"Two cups of coffee, por favor."
It was Kenny's signature request. Two cups of coffee instead of one. While some customers were known for their eight sugars or requests for obsolete creamers, Kenny always took two cups of coffee simultaneously. Doris once asked him why, but had since forgotten his answer.
"It is going to be a hot one today," Kenny reported when Doris returned with his two cups of hot, black coffee. Kenny would squeal like a pubescent girl who just found out her ex-con uncle was reading her diary if any cream or sugar so much as touched his coffee.
"Almost a hundred degrees outside already and you're drinking two cups of hot coffee at high noon. You're a trooper, Kenny."
"I fight the good fight."
Kenny had been coming to the Lucky Dog Coffee Shop for three years. After his release from the state hospital, where he lived for four years, it was the first place he had come upon. Here in this small, disregarded town it was left alone in the storm of corporate sanitation. It was still the kind of place that kept a bulletin board of community events and available local services. If you needed some yardwork done, there was the flyer for Chuck's Lawn Service. If you wanted to know where this week's garage sales were being held, you went to the board at the Lucky Dog.
"You lookin' for lunch today?" Doris asked.
"I would not mind tasting a grilled cheese sandwich with six strips of bacon. You do still have real bacon, don't ya?"
"What else would we have?" winked Doris. It would be a cold day in hell before the Lucky Dog sold out and started offering bacon substitutes.
Kenny opened his newspapers. He liked to examine the news from a variety of sources. The Wall Street Journal, The Washington Post, Weekly World News and the hometown paper were all in his queue today. Somewhere, in one of these newspapers, he would find a slice of truth. Truth no longer came as a package deal. You had to dig hard and fast for it.
"Men long ago submitted to the seductive power of the double-tongue," Kenny said to himself out loud. "Nothin' but agendas, agendas and sales pitches. It don't much bother me when they lie to me to sell me soap and candy bars, but now they lie to me to sell me ideas. It isn't easy fighting the good fight these days."
The master of lawnmowers and pruning shears himself, Chuck Gideon, was sitting behind Kenny enjoying a bacon, lettuce and tomato sandwich with an extra-tall iced tea. He turned and leaned over the booth.
"Whatcha think about these new terrorist attacks they've been talking about this summer?"
"They don't have much issue with the people in this town, so I wouldn't much worry, Chuck."
"Yeah, but what about them big city folks? Ain't you much concerned about them?"
"I don't really know any of them too well. They don't letcha get to know them very well. They want this and that. They want to be left alone while they figure out how to make more money and install more locks and security systems in their homes. They went lookin' for something and then forgot what they were lookin' for. They ain't got nothin' on account of all that, so if you ain't got nothin' you ain't got nothin' to lose."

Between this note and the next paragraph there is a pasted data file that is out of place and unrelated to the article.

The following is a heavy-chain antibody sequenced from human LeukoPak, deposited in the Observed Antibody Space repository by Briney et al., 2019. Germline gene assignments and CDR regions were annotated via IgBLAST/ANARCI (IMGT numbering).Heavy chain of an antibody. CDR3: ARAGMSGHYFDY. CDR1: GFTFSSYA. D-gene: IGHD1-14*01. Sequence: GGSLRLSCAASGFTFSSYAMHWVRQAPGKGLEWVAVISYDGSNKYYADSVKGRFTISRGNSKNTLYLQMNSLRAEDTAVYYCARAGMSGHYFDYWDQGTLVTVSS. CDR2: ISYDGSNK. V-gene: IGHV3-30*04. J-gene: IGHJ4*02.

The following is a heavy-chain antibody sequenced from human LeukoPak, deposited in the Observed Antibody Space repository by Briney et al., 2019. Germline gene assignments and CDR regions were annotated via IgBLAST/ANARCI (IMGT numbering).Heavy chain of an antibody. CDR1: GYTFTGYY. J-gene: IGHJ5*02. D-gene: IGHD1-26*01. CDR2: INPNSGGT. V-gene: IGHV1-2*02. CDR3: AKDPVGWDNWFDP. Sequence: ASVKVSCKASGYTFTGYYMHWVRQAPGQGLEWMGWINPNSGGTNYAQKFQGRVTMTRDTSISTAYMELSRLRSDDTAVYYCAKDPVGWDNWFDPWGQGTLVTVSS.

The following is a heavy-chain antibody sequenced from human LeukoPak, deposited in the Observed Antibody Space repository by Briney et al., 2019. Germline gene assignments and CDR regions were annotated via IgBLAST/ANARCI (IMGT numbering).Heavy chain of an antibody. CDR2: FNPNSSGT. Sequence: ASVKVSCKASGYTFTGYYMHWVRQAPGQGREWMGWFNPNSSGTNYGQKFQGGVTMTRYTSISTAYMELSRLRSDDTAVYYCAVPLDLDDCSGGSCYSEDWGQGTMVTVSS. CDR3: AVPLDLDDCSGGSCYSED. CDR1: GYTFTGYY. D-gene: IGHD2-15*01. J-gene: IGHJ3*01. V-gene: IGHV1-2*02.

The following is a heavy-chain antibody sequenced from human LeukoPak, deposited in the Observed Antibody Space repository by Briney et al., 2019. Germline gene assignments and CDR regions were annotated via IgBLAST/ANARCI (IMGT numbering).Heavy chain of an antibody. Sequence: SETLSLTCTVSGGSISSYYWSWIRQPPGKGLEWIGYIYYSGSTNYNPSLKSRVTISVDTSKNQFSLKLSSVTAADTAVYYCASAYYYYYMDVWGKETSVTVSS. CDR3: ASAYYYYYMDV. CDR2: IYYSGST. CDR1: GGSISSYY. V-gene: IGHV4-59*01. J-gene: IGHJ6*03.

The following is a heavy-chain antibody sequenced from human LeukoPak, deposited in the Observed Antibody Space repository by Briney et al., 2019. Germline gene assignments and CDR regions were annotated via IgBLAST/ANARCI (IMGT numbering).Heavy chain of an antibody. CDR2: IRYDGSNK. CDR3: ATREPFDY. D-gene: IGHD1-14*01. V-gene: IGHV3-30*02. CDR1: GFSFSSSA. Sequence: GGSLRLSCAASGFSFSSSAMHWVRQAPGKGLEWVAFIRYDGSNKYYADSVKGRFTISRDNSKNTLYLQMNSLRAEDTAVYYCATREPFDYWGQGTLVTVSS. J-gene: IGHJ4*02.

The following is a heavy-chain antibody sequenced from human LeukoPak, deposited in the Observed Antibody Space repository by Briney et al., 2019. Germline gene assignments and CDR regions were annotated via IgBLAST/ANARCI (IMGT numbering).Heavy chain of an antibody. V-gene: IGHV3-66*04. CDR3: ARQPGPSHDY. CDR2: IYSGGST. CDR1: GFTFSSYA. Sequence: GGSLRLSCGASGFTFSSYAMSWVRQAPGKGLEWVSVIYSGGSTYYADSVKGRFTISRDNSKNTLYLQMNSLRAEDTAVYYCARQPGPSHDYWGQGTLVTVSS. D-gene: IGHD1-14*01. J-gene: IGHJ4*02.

"How about them losing their lives from a bomb, or like those poor souls in them double towers that went down?"
"What was they doin' in there, Chuck? What are people doin' bein' in buildings like them? People just keep wantin' more. They want bigger, higher, shinier, richer... they want so much and then they want low carb bacon because they've gotten so fat on their own greed that they just don't know who they are any longer. They don't know what's real any longer. Low carb bacon? Shit, I ain't worried about them none."
Doris brought Kenny his grilled cheese sandwich with six strips of bacon. She refilled one of his two cups of coffee because it was now almost empty. Kenny thanked her and went back to his newspapers.
"Did you hear about old Clyde's boy?" Chuck asked Kenny. "I was takin' care of his crabgrass the other day when they came to tell him the news. His boy done got killed over there in that desert war."
"Yeah, I was pretty sad for old Clyde on that one," Kenny reported. "Mike was a good boy and a good soldier. He fought the good fight and they killed him with their lies. I remember I was in church when they announced that Mike was goin' to war. Wasn't right they made that boy who knew how to tend his own garden go fight and die so the double-tongues could keep messin' around in other people's gardens. Wasn't nothin' right about it. I done asked Jesus to look after that boy."
"I guess Jesus couldn't help him."
"Oh, he helped him plenty. He got Mike out of there before he got corrupted as well. Mike done died standing up, fighting the good fight. Old Clyde ought to be plenty proud of his boy."
"I dunno about you, Kenny. How can you say he died fightin' the good fight when you say this whole war is so wrong?"
"I has just got my own opinions, Chuck. What does my opinion matter except in my own little kingdom, in here," Kenny said, patting his chest. "If you done believe in something, you believe in it, and that's a fact. A lot of these people, they is just goin' through the motions. They don't believe in what they be doin' and they don't believe in much of anything 'cept what other people tell them. Once you stop believin' in somethin' then you is done fighting the good fight. That's just how it is."
Chuck finished his sandwich and his iced tea and paid Doris for the damages. Getting up, he put his hand on Kenny's shoulder.
"Keep fightin' the good fight, Kenny. Some of us are still with you."
"Look at this, Chuck," Kenny said, pointing to a story in one of the newspapers in his possession. "Some boy up there in Alaska was born with three hearts. I wonder what that's all on about?"